CEO Finds Robotic Solution to Industry Labor Shortage

“This was the problem that was at the forefront of my mind,” said Muck. “The process of finding workers has become more and more difficult in the last 10 years.”

📅   Mon October 30, 2017 - National Edition
Emily Buenzle


Tybot performs work across a frame that can expand 140 ft., the Pittsburgh Post-Gazette reported. A robotic arm ties the rebars together where they intersect, and only needs one worker to supervise the process. The company believes Tybot could slash the labor hours required for such a project in half. What's more, Tybot can work round the clock, if necessary. (Photo Credit: Advanced Construction Robotics Inc.)
Tybot performs work across a frame that can expand 140 ft., the Pittsburgh Post-Gazette reported. A robotic arm ties the rebars together where they intersect, and only needs one worker to supervise the process. The company believes Tybot could slash the labor hours required for such a project in half. What's more, Tybot can work round the clock, if necessary. (Photo Credit: Advanced Construction Robotics Inc.)

Steve Muck, CEO and chairman of Pennsylvania-based Brayman Construction Corp., has joined forces with Jeremy Searock, former technical program manager of Carnegie Mellon University's National Robotics Engineering Center, to find a robotics-based solution for the labor shortage in the construction industry.

The pair created Advanced Construction Robotics Inc., whose first product, a rebar-tying robot named Tybot, is market-ready, the Pittsburgh Post-Gazette reported. For Muck, the idea for a rebar-tying robot stemmed from the fact that contractors have a tough time finding crews to do the work on bridge projects each summer. Muck said that often, it's the same crew moving from job to job, performing the same work, which can lead to slow-downs and even delays.

“This was the problem that was at the forefront of my mind,” said Muck. “The process of finding workers has become more and more difficult in the last 10 years.”

How It Works

Tybot performs work across a frame that can expand 140 ft., the Pittsburgh Post-Gazette reported. A robotic arm ties the rebars together where they intersect, and only needs one worker to supervise the process. The company believes Tybot could slash the labor hours required for such a project in half. What's more, Tybot can work round the clock, if necessary.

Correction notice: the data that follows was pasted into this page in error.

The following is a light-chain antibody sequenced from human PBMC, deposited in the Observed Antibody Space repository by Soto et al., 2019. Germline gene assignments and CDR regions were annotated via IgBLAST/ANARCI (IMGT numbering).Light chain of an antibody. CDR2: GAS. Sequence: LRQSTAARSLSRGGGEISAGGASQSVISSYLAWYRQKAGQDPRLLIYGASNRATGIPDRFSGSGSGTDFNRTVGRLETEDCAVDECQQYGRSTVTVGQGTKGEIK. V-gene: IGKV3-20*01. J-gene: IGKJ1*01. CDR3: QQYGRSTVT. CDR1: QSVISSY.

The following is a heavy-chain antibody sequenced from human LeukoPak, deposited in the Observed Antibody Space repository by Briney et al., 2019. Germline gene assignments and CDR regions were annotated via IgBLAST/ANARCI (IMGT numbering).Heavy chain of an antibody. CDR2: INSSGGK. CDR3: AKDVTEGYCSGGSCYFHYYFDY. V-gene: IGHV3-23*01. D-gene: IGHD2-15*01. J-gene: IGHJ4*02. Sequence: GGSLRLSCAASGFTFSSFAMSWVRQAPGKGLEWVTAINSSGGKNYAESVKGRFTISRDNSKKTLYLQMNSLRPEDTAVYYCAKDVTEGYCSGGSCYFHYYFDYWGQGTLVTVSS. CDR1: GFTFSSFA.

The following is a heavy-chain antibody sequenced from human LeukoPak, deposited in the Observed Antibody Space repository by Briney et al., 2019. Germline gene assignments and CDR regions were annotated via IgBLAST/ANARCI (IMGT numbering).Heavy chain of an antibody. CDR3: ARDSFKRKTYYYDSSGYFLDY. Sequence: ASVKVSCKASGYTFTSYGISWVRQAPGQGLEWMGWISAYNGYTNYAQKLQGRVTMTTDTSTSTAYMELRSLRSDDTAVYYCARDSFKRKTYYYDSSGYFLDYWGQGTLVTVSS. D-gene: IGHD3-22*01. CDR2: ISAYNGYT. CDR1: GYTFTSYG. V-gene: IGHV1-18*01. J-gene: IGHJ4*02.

“[Tybot] both speeds up the work and reduces the number of people to do it,” Muck said. “This is the construction industry looking to the robotics industry for a solution to a business problem.”

What's more, Muck said Tybot can also reduce the injuries workers get while tying the rebar by hand.

Test Run

Brayman Construction recently used Tybot in a bridge-building project in Beaver County, Pa. According to Jim Foringer, acting executive of the Pennsylvania Department of Transportation's District 11, the robot seems to be an encouraging tool, the Pittsburgh Post-Gazette reported.

“A lot of this will take the human error and human judgment out of the work, said Foringer. “The more efficient a contractor can be, that con only benefit the agency.”

The company expects to start selling the robots in the spring of 2018, and while there is no word yet on the price of the product, Muck did say that the cost was “in the sweet spot” for make it worthwhile for contractors, the Pittsburgh Post-Gazette reported.

Eventually, the company would like to license Tybot to another manufacturer for production, the Pittsburgh Post-Gazette reported.

“We don't really want to develop and manufacture robots on a commercial basis,” said Muck.